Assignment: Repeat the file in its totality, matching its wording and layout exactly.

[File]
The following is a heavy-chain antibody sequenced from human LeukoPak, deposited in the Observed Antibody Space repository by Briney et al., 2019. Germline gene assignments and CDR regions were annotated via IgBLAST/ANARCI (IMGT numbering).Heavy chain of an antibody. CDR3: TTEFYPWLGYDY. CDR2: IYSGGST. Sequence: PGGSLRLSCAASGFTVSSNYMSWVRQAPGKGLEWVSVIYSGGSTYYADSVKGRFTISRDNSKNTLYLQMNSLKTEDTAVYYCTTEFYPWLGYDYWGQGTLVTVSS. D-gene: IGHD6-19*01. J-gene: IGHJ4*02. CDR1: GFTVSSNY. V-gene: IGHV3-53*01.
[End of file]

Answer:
The following is a heavy-chain antibody sequenced from human LeukoPak, deposited in the Observed Antibody Space repository by Briney et al., 2019. Germline gene assignments and CDR regions were annotated via IgBLAST/ANARCI (IMGT numbering).Heavy chain of an antibody. CDR3: TTEFYPWLGYDY. CDR2: IYSGGST. Sequence: PGGSLRLSCAASGFTVSSNYMSWVRQAPGKGLEWVSVIYSGGSTYYADSVKGRFTISRDNSKNTLYLQMNSLKTEDTAVYYCTTEFYPWLGYDYWGQGTLVTVSS. D-gene: IGHD6-19*01. J-gene: IGHJ4*02. CDR1: GFTVSSNY. V-gene: IGHV3-53*01.